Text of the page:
A new World Bank report reveals that Sub-Saharan Africa had the biggest business regulatory reforms in 2013/14 with 74 percent of the region’s economies improving their business regulatory environment for local entrepreneurs.
The report showed that Ghana made dealing with construction permits less time-consuming by streamlining the process to obtain a building permit. The country has also made trading across borders easier by upgrading infrastructure at the port of Tema.
In areas of business regulatory reform, it improved in dealing with construction permits and trading across borders and ranked 70 with regards to ease of doing business.
Released on Wednesday, the report “ Doing Business 2015: Going Beyond Efficiency” finds that Benin, the Democratic Republic of Congo, Côte d’Ivoire, Senegal, and Togo are among the 10 top improvers worldwide, having improved business regulation the most in the past year among the 189 economies covered.
It said all countries in the region have improved the business regulatory environment for small and medium-size businesses since 2005 with Rwanda implementing the most reforms followed by Mauritius and Sierra Leone.
The report shows that over the past five years, 11 Sub Saharan countries have appeared on the annual list of the 10 global top improvers. Some, such as Burundi, Cape Verde, Côte d’Ivoire and Rwanda, have done so multiple times.
Melissa Johns, Advisor, Global Indicators Group, Development Economics, World Bank Group said “Sub-Saharan African economies have come a long way in reducing burdensome business regulations.”
“Our data show that Sub-Saharan Africa accounts for the largest number of regulatory reforms making it easier to do business in the past year, with 75 of the 230 documented worldwide. Yet despite broad regulatory reform agendas, challenges persist in the region, where business incorporation continues to be costlier and more complex on average than in any other region,” she said.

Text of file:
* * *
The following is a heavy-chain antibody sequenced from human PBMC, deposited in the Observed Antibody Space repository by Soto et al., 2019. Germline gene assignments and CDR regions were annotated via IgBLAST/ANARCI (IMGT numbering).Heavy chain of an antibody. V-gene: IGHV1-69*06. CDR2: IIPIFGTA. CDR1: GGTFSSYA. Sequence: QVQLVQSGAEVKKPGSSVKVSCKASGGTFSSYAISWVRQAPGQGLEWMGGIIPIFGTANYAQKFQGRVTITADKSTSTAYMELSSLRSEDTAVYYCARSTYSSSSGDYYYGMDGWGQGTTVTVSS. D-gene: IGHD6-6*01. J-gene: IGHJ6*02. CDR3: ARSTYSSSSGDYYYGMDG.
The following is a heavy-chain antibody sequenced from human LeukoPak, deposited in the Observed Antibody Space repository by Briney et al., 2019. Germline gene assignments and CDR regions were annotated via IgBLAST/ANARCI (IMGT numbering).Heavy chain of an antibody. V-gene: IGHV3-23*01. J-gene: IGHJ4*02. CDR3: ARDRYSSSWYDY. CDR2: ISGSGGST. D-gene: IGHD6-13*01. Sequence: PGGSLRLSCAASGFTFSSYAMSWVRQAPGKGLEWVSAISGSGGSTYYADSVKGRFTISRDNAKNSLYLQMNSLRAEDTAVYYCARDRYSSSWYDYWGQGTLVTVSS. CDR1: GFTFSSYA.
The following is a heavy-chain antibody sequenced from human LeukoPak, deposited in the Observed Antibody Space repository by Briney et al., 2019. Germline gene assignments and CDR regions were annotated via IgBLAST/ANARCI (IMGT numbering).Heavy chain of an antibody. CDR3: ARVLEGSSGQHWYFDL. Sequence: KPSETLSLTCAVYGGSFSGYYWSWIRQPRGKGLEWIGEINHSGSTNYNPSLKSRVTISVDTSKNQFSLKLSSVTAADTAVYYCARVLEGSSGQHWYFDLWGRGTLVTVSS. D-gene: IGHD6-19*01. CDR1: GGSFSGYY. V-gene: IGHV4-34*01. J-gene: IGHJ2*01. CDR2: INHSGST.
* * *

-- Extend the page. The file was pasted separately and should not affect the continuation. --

The report finds that Senegal implemented regulatory reforms in six of the 10 key areas tracked by Doing Business, a global high for the year. Senegal is gradually narrowing the gap with best practices seen elsewhere.
For example, in 2005 completing every official procedure to import goods from overseas took 27 days. Today it takes 14 days, the same as in Poland.
This year, for the first time, Doing Business collected data for a second city in the 11 economies with a population of more than 100 million. In Nigeria, the report analysed business regulations in Kano as well as in Lagos.
The report this year also expands the data for three of the 10 topics covered, and there are plans to do so for five more topics next year. In addition, the ease of doing business ranking is now based on the distance to frontier score. This measure shows how close each economy is to global best practices in business regulation. A higher score indicates a more efficient business environment and stronger legal institutions.
The report finds that Singapore tops the global ranking on the ease of doing business.
Joining it on the list of the top 10 economies with the most business-friendly regulatory environments are New Zealand; Hong Kong, China; Denmark; the Republic of Korea; Norway; the United States; the United Kingdom; Finland; and Australia.